IDEAS Radio 21 August 2020
Terrorism & Religion/Belief-based Violence
Aghogho Oboh: Alright, a fine, fine afternoon in the city of Lagos. This is the Public Square. And we have a big show today! The show is packed in like sardine. But by the way how’s it going with you? Are you going through the traffic out of the Island, or are you getting into the Island from the Mainland? Whoever you are just fasten the seat belts, because we are in for the journey of our lives! I hope you’ve enjoyed all our programming all the way from the morning Crossfire until Hard Facts with Sandra. And I take you all the way together with Rotimi Sankore till seven pm.
So let me give you a rundown of what is on the menu today. We have a three hit combo. World Humanitarian Day was on Wednesday, the Day of Remembrance & Tribute to Victims of Terrorism is today, and then the Day Commemorating Victims of Violence Based on Religion and Belief is happening tomorrow.
Happening right tomorrow. And we have … okay … we have a packed out guest list here today beginning with IDEAS which opens the Square, Ayo Obe … is going to be with us in a moment. And after Ayo Obe is done with us we’ll have Nnamdi Obasi of the International Crisis Group, in a while I’ll speak with Nnamdi Obasi. And then we have the rep, Nigerian rep of the United Nations Development Programme UNDP Mohamed Yahya at the top of the hour, and then Rotimi Sankore joins us with a wide spectrum analysis.
But let’s head over to Ayo Obe first, and Ayo will be giving us some insight where we’ll be looking at the IDEAS element, which is Integrity, Democracy, Ethics and Accountability.
Hello Ayo. Ok, just as she gets in to us, I’ll just give you some … well we’re going to be looking at a number of things and angles, because of all the three subjects we’re discussing today, all of them …
Ayo Obe: Hello?
AgO: Excellent, so we have Ayo Obe with us now. Hello Ayo!
AO: Good afternoon Aghogho.
AgO: Good afternoon. I hope it’s been a splendid week so far?
AO: So far so good. As the man said as he passed each floor when he fell out of a tall building.
AgO: Okay. Nowadays we have elevators that can take you back to the top in a jiffy.
Okay. So like I said earlier, we have a three hit combo today looking up at what is going on with the Nigerian situation. There’s humanitarian crisis going on, in the north, especially in the north-eastern part of the country. And we are looking back at three days: World Humanitarian Day, Day of Remembrance & Tribute to Victims of Terrorism as well as the International Day Commemorating Victims of Violence based on Religion. So quite a lot of things we’re looking at today, but first and foremost, like we always do, looking at the IDEAS element of these issues. What are your thoughts Ayo?
AO: Well, as you know Aghogho, at IDEAS radio … I mean you know IDEAS stands for Integrity, Democracy, Ethics and Accountability, and we are often having to speak about the Accountability component in these matters. And Accountability is really about the obligation of government to provide security for Nigerians … at the most basic level that means securing their lives and property, but it also covers issues relating to health, education, employment and shelter, by which I mean that government has an obligation, and is Accountable for providing those things or the means to obtain them if they are absent. And you know Aghogho, I’m a … I remain a participant in the Bring Back Our Girls movement, and the very foundation of that movement is that our government is accountable for the lives of – not just the Chibok Girls – but all the other victims of terrorist violence, and in particular kidnapping, including not only the named ones such as Leah Sharibu or Alice Ngaddah (you know, the humanitarian worker) but also the hundreds and thousands of victims whose names we don’t know, the numbers we don’t even know. So it’s a wholistic issue when it comes to talking about government accountability.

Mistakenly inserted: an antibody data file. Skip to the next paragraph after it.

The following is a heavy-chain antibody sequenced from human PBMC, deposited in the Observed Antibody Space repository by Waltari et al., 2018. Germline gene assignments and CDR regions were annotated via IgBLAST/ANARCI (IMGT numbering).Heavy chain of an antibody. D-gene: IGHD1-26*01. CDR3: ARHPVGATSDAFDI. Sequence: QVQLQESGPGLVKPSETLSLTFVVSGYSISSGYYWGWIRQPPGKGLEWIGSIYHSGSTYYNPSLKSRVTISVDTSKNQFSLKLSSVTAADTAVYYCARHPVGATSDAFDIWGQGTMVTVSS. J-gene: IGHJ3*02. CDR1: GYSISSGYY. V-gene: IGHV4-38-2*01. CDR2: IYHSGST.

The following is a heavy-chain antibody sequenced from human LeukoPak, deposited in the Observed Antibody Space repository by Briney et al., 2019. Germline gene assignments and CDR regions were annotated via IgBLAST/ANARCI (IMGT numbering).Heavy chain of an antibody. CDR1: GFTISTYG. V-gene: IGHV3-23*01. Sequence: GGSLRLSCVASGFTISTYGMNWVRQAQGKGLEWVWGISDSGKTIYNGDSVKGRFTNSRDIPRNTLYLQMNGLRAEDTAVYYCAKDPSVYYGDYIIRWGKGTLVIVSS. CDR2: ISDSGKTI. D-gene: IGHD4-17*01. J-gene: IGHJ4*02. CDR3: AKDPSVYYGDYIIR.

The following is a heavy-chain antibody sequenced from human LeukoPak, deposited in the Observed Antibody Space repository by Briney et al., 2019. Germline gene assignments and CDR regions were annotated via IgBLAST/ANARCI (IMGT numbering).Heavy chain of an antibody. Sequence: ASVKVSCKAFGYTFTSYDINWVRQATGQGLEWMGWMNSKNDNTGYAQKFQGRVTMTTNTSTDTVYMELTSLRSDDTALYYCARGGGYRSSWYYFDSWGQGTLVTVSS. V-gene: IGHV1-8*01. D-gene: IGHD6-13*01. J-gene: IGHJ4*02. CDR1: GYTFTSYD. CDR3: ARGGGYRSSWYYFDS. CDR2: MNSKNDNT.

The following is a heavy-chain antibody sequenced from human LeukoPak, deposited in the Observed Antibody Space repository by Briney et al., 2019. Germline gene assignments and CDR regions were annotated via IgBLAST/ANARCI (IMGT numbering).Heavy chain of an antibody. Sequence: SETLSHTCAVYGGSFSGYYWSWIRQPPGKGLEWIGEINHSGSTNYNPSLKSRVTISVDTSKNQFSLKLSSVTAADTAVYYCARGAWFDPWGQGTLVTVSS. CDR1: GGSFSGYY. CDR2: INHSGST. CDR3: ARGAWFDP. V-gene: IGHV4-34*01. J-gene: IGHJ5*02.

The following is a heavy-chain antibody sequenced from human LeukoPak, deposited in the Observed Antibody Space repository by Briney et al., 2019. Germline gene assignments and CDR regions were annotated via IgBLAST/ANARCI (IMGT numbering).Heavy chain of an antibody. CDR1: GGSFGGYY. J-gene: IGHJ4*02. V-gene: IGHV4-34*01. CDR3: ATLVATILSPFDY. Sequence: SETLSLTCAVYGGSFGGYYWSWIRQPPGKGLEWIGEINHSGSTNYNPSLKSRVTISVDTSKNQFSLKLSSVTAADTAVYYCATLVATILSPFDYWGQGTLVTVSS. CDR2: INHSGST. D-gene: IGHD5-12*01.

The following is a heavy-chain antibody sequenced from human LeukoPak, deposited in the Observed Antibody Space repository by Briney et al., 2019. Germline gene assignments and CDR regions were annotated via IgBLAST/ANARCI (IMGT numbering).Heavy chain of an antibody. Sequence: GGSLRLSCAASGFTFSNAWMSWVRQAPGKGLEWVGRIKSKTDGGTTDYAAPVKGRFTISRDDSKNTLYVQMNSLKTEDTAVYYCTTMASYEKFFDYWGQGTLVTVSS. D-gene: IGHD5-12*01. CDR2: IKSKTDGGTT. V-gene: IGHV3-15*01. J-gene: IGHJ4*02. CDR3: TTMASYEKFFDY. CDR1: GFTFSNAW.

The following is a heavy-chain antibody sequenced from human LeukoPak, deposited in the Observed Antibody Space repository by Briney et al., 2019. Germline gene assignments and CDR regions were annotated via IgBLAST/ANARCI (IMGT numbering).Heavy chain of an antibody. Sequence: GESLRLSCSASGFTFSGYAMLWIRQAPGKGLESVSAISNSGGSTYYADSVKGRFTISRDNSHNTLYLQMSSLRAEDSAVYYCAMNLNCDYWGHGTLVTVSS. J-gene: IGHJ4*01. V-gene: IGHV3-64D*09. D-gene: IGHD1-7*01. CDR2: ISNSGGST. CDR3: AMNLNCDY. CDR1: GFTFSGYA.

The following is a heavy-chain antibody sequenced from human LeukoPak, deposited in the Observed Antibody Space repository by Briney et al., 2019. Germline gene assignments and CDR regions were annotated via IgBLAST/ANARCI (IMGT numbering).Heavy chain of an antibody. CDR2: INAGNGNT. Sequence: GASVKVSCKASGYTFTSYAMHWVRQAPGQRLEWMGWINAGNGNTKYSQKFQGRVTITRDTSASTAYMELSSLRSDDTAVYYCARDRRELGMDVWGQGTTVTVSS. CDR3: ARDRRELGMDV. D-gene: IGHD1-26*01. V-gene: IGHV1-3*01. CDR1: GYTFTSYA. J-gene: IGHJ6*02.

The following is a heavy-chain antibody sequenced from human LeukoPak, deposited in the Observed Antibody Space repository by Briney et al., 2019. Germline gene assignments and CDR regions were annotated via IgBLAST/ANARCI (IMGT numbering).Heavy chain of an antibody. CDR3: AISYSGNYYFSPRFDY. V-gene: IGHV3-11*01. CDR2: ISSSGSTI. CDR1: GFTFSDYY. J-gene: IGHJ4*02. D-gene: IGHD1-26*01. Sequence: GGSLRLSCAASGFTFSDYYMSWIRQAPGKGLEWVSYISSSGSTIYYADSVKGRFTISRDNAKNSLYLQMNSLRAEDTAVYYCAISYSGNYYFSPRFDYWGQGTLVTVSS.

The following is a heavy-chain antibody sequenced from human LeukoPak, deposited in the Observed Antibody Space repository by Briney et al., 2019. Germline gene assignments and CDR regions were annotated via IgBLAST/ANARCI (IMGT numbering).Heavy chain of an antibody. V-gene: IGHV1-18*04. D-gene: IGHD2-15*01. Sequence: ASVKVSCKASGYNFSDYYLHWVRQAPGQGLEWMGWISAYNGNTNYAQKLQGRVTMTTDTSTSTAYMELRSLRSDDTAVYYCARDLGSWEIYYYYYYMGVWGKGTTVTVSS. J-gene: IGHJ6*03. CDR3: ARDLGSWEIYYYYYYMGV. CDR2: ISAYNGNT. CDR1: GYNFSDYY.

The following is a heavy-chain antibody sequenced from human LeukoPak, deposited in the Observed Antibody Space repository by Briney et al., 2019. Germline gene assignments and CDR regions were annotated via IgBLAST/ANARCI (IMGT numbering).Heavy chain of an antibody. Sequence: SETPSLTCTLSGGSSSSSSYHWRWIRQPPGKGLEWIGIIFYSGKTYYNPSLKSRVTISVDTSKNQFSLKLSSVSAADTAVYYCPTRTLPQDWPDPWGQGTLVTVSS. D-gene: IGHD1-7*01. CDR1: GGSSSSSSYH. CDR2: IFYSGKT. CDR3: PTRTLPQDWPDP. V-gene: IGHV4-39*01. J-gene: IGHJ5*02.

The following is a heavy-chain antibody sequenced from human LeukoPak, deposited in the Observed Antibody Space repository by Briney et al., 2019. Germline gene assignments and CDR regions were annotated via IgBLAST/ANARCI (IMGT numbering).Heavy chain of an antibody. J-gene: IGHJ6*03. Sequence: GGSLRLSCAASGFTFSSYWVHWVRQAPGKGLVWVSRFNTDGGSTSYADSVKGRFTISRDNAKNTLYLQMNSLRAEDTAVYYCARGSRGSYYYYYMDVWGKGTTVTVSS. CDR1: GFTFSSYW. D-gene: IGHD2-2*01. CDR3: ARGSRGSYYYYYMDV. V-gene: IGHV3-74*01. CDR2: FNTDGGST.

And then again, if we talk about commemorating the victims of violence based on Religion and/or Belief, we understand that as not being merely about people who are identified for violence on the basis of the victim’s own religion or belief, but also, as being about being the targets of a religion or belief-inspired violence. In other words, if a Boko Haram or an ISWAP (that’s Islamic State West Africa Province) terrorist, if such a person sets off a bomb in the market place, it is the terrorist who is inspired by his or her religion or belief, but their victim could be anybody! And of course, what we’ve seen, particularly in the case of much of the violence in the north east when it comes to terroristic or religion inspired violence (so-called), is that the victim is as likely to be a co-religionist as anybody … as anybody else.
But Aghogho, I also need to also bring in the issue of Democracy when we’re talking about this, because Democracy is another element of IDEAS. And our democracy in Nigeria is based on a Constitution. Now of course, we know that section 39 provides for freedom of expression, but also – and this relates to the topic that we are discussing today – in section 38, it provides … and … allow me to quote from it a little bit, because we often just say “freedom of religion” without really understanding what that means in real life. So section 38 says that:
“Every person shall be entitled to freedom of thought, conscience and religion, including freedom to change his religion or belief, and freedom (either alone or in community with others, and in public or in private) to manifest and propagate his religion or belief in worship, teaching, practice and observance.
“No person attending any place of education shall be required to receive religious instruction and so on, or to take part in a religious ceremony if it’s not approved by their parent or guardian, or if it’s not their own.
And then also, that: